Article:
Then I came across an old Prevention article about overeating. There was an experiment conducted where one group was given a tube of Pringles. There was a second group who was also given a tube of Pringles — only this tube had every 7th Pringle colored red. Turns out, the group with the red Pringles stopped eating much, much earlier than the group with regular Pringles.


The researchers decided that the colored Pringles caught the eater’s attention and therefore drew said attention to the fact that they were eating. Every time a red chip popped up and interrupted their thought process (even subconciously) it made them aware that they were eating.

What does this have to do with handwriting actually being slower in my case?

The page turning.

I was handwriting in a notebook. Notebooks have pages that you have to stop and turn, unlike computers where you can just keep going and going and going without thinking about it. Each time I stopped to turn the page I became aware that I was writing. And I thought I was doing a lot of it…until I flipped back a page or two and realized that I’d only done a couple pages (maybe 400 words). It felt like I was going soooo slow, because the pages distracted me and made me think I was doing enough, when in fact I was doing too little.

Maybe colored Pringles and page turning are good for weightloss, but I don’t my book to be lightweight. I want some heft to that sucker. I can trim it down later if I need to.

I’ve decided for the next few months to do only writing on the computer (hee hee, it helps that I have a new one too) and I’ll just see how much paperweight I can gain.

Here’s to overeating!

Words, Words, Words

It’s such a shame that the word count contest only counts for one project — since the profs seemed to have teamed up and assigned terms papers all in this last week.


Picking Prizes

My ultimate grand prize for the Nathan Bransford contest was one of the following:
1. A query critiqe
2. A partial critique
3. A 10-minute phone conversation/dish session

They’re all tempting prospects. But!

  • My query is getting results at the moment, so I’m not feeling inclined to send it in unless I’m actually query-ing. Plus, I don’t think the particular novel that I’m shopping around right now is something that he’d dig. I could be wrong, but still.
  • The 10-minute conversation was especially tempting because I have a couple off-beat projects that I’d like his opinion on. One being a serial killer poetry book, but he doesn’t rep poetry so I don’t know how much he could talk about that. Another being the round story project put together by UGWP–I’d like to know how one goes about trying to sell a group project.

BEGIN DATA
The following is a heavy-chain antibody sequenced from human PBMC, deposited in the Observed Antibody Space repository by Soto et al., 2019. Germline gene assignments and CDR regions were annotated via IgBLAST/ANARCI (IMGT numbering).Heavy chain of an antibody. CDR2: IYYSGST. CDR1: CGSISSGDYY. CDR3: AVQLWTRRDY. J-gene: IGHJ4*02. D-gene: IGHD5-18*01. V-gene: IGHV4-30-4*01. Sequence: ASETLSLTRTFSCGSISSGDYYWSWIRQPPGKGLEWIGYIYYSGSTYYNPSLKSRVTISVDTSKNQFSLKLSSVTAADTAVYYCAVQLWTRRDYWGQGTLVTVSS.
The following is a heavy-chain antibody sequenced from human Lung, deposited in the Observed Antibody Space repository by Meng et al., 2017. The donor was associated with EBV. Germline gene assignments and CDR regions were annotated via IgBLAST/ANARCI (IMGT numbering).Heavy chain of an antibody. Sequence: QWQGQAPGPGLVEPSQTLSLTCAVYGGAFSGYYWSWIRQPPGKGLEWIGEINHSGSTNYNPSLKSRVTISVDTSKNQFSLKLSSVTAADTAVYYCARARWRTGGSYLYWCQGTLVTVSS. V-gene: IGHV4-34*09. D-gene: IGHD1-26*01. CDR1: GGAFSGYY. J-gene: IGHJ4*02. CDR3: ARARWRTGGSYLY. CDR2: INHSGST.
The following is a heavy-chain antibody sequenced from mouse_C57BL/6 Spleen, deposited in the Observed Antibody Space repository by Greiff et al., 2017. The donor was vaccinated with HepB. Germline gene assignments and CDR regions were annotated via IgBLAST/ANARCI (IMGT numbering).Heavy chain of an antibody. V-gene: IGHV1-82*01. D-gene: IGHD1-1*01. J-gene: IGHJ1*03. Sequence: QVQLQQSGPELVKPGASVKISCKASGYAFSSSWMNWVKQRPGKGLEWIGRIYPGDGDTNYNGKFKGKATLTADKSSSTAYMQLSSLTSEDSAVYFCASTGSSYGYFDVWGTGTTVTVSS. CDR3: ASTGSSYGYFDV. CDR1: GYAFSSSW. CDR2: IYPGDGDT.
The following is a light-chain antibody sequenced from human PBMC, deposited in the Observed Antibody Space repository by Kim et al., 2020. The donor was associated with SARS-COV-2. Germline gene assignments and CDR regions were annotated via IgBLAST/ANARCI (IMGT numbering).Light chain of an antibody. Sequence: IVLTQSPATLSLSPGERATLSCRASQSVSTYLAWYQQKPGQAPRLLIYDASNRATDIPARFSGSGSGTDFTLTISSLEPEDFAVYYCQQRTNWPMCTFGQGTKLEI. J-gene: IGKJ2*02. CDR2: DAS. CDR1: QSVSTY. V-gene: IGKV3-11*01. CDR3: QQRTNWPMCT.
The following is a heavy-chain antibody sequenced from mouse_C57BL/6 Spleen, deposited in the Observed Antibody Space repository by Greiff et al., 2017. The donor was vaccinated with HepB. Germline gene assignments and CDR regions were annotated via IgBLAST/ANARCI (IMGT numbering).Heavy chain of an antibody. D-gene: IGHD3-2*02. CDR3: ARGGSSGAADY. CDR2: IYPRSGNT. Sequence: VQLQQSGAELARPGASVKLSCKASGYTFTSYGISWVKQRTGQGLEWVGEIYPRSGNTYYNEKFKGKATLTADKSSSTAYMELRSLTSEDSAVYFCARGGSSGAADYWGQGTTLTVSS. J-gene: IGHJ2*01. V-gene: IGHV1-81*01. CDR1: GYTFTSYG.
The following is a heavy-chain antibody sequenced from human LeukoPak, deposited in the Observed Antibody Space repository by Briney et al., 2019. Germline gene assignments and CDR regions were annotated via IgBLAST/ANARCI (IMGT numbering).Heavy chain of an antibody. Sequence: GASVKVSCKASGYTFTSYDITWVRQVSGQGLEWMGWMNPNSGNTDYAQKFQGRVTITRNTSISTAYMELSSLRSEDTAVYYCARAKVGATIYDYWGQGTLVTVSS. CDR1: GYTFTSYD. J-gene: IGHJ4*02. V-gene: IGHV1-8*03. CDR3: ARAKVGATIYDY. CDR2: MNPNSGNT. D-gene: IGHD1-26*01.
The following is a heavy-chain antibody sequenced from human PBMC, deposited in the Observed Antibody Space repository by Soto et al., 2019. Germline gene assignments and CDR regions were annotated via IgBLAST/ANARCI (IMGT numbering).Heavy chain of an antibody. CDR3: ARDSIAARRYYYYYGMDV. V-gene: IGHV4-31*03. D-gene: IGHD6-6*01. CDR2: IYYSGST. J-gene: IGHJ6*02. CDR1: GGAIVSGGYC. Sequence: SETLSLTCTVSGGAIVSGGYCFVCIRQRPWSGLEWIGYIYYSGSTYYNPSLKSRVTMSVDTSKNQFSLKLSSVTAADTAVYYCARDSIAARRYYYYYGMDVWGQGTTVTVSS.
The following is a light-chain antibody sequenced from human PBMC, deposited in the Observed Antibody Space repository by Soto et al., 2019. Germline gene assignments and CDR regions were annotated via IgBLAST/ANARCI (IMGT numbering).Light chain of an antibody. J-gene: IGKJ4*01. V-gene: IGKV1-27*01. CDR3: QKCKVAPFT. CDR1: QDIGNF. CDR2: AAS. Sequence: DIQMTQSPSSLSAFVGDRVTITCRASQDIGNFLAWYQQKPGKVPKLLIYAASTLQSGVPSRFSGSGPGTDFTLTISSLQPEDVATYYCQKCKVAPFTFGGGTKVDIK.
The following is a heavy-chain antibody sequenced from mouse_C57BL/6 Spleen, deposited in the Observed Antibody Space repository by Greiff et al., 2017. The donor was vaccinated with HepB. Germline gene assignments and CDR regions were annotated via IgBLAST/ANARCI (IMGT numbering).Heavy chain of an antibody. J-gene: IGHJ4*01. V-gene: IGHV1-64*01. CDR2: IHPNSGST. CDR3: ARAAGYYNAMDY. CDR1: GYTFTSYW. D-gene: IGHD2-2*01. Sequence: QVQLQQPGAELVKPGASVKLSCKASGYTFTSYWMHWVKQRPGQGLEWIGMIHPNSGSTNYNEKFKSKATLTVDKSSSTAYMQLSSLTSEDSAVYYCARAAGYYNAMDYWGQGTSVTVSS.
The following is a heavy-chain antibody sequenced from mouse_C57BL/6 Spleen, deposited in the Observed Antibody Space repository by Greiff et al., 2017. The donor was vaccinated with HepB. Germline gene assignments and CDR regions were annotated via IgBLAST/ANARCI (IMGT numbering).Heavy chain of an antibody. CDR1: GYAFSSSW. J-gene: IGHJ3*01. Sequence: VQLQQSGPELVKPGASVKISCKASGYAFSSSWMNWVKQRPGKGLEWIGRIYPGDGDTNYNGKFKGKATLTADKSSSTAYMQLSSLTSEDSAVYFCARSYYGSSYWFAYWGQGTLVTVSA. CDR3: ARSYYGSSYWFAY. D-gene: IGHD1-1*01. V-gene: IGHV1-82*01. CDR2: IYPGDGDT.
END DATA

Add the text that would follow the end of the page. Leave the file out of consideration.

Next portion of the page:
Still, I went with the partial critique for 2 reasons.

The first is that Bransford is a writer–having a writer’s feedback is always, always welcome. Plus, being an agent as well, he’s read a lot. So he’s a very experienced reader as well. That’s gotta count for something.

The second is that there was some debate about the prologue….You know who you are….Having him read it could either clear the water, or muddy them a bit. We’ll see how that goes. Plus, I think my writing is strongest in the La Llorona story and, well, he’s an agent.

Yay! I finished a book today!

The Virgin Suicides by Jeffrey Eugenides. Finally, something to review on Goodreads.

I’m also pretty close to finishing up my re-read of Diary of a Young Girl by Anne Frank, our current mentor of the month. Last time I read this book, I was thirteen. Around my birthday. Which is June 12. For those of you who don’t know–Anne Frank was born on June 12, 1929. This makes her (or would have made her) exactly 50 years older than myself. Let me tell you, reading that she started her diary on a day very close in age to when I began reading it was a creepy, surreal, life-defining moment. In a way I think she’s always been an inspiration.

Today, she inspired me again. Please check out the following passage, from page 250 of the Definitive Edition, edited by Otto H. Frank and Mirjam Pressler:
“A few of my stories are good, my descriptions of the Secret Annex are humerous, much of my diary is vivid and alive, but…it remains to be seen whether I really have talent.”–Anne Frank

I sat there and about cried because, quite frankly (no pun intended!), the need of a writer was so clear. Writers need encouragement. They need readers. They need someone to know that what they have to say counts for something. And not only that our words count, but that our words are good. Creative. Refreshing. Emotionally relevent. So what do we do? We join writer’s groups, we make our ever-suffering families read works-in-progress, and

we enter contests.

Like I just did. Nathan Bransford, literary agent, author, and blogger extraordinaire, is hosting a first-paragraph contest on his blog. There’s almost 2,000 entries. I mean, that’s holy-moly-Batman-! kinda numbers. And I entered, hoping like the other almost 1,999 entrants that someone will like what I wrote.

Here’s the thing though:

You cannot base the assumption of your talent on a contest. You cannot. I repeat. You cannot. And, hell, let’s face it. Even if you made a million trillion dollars and won all the awards there was to be won and even if your mother loves it–a real writer, the one that sits down and writes and creates worlds and characters and magic, would alway say that “…it remains to be seen whether I really have talent.”

However, should you like to throw your writerly hat in the ring, here’s the link:
The 3rd-Sort-of-Annual-Stupendously-Ultimate-First-Paragraph-Challenge